• Congress passed the National Securities Act, in 1947.
  • This set up the Department of Defense, and created the position of Secretary of Defense
  • It also set up the Central Intelligence Agency (CIA)
birth of the cia
Birth of the CIA
  • The CIA collects information from other countries and evaluates it, then passes it on to the president.
  • The CIA uses secret agents, paid informers, and friendly governments to collect information
  • It was so successful, Congress gave the CIA the right to receive, exchange, and send money without giving account to congress.
truman stages an upset
Truman stages an upset
  • Truman campaigned hard to keep his job as president in the election of 1948
  • His opponent John Dewey (R), was expected to win. So much so that the day after the elections the newspapers read “Dewey defeats Truman”
  • However, after months of campaigning, Truman(D) ended up wining the election by the slimmest of margins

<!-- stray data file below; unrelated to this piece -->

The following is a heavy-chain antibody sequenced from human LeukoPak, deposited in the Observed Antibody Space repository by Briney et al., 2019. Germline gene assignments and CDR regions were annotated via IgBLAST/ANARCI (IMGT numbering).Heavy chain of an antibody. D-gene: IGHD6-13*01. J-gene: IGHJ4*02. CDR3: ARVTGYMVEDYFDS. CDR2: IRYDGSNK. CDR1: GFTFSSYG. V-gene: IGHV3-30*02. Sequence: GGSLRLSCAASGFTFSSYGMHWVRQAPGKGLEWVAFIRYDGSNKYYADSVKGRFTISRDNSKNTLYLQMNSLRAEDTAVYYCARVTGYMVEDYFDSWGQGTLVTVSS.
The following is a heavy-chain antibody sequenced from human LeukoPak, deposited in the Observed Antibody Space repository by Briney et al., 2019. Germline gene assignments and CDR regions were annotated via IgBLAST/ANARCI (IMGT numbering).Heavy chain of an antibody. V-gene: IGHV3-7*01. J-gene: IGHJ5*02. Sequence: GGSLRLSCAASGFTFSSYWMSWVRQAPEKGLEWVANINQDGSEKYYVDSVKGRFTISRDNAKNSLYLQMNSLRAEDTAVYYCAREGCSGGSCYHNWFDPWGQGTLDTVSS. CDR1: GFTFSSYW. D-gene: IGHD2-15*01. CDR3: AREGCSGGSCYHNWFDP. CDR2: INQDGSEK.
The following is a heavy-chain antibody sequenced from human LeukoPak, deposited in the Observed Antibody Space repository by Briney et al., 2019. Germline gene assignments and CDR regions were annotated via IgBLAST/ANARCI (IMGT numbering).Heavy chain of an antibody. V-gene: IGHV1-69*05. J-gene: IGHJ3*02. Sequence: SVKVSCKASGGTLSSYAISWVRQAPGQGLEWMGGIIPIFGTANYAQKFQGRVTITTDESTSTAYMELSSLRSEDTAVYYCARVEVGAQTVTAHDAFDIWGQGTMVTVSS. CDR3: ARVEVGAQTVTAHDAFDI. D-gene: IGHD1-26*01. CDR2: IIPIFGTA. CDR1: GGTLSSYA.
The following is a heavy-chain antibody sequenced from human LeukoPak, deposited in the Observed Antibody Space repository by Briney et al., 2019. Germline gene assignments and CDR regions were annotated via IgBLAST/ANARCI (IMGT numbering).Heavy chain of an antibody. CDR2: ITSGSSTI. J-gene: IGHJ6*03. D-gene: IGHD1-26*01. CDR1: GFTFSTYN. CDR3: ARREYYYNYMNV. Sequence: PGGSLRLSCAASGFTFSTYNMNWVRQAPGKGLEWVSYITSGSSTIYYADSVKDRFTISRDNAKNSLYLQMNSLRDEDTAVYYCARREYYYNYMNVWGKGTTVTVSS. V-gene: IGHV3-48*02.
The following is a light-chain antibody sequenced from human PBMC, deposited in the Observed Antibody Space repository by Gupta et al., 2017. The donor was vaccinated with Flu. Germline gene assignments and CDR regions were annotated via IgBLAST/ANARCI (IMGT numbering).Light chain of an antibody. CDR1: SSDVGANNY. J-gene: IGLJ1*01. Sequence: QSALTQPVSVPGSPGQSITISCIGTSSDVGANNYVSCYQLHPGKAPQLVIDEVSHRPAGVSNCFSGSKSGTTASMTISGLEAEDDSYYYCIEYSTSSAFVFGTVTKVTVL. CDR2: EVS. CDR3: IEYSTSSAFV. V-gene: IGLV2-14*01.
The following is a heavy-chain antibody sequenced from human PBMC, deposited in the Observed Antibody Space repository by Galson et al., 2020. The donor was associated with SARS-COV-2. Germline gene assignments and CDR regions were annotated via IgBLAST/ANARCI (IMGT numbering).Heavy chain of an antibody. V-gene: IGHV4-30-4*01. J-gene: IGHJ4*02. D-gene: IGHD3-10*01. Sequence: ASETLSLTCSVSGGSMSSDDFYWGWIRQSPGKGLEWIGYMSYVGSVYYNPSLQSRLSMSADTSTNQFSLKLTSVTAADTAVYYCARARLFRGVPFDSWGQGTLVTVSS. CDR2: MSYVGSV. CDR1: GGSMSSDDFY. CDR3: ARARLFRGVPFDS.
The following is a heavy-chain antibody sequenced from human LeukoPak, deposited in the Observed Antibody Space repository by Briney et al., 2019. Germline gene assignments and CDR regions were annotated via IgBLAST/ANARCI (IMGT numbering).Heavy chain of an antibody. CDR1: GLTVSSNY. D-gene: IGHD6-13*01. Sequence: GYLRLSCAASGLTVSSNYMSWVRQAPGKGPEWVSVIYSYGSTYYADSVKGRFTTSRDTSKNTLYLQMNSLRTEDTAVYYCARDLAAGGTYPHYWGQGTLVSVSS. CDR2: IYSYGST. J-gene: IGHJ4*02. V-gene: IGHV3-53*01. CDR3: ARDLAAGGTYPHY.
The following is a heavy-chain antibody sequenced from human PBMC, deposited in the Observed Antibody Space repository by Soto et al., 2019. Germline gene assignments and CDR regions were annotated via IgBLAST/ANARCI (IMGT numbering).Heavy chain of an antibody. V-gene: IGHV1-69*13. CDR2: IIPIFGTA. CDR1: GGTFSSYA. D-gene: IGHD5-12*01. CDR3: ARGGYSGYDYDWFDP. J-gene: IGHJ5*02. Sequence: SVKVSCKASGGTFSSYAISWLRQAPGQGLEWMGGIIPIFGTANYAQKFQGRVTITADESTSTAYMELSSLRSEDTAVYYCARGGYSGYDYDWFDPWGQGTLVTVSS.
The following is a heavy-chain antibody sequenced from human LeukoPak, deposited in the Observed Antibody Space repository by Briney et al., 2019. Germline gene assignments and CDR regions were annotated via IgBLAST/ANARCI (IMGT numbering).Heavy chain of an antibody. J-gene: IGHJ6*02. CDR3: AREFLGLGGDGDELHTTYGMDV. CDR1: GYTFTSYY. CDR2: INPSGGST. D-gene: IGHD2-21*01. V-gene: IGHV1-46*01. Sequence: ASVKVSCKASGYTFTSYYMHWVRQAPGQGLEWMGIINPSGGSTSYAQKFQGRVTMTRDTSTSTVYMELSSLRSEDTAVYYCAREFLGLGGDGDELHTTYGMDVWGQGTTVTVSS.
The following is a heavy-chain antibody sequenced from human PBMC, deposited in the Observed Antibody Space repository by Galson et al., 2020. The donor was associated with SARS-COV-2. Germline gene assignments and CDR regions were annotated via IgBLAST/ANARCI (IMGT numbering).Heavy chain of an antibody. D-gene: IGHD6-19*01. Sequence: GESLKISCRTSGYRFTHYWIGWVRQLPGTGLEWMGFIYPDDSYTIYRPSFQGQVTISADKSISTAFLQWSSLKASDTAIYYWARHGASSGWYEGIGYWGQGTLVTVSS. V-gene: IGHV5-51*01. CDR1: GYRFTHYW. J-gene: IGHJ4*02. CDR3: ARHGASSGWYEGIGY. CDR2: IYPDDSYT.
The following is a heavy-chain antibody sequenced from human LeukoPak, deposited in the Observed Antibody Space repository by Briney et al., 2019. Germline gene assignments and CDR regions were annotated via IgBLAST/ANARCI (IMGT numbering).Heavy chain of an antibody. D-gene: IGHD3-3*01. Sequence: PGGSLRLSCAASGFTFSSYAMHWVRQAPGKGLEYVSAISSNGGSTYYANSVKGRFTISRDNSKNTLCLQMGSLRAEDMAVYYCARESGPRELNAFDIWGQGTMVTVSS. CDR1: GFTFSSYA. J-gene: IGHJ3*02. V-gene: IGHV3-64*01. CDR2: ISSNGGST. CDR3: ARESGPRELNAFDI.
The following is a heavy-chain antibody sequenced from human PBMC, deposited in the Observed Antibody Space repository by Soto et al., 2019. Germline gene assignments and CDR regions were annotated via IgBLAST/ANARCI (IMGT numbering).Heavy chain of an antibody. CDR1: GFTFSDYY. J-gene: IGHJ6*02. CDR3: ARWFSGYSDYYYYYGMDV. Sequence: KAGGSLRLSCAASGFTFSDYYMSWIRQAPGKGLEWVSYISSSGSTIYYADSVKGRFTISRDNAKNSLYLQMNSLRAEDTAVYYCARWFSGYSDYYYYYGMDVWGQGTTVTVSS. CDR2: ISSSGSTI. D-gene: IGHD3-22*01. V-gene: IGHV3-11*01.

section 3

Section 3

The Korean War

background on korea
Background on Korea
  • Korea was taken over by Japan during WWII, and became their colony by 1945
  • At the end of WWII, rights to Korea went to The Soviet Union and the U.S.
  • They divided it along the 38th parallel
  • Soviets controlled North Korea and Americans controlled South Korea
korea is divided
Korea is Divided
  • When the two countries removed their armies in 1949, Korea remained divided
  • On June 24th 1950, armies from North Korea attacked South Korea
  • Without declaring war, Truman ordered limited air and sea forces into Korea. He called this police action
  • The United Nations sent troops in, led by American General Douglas MacArthur, hero of WWII.
americans advance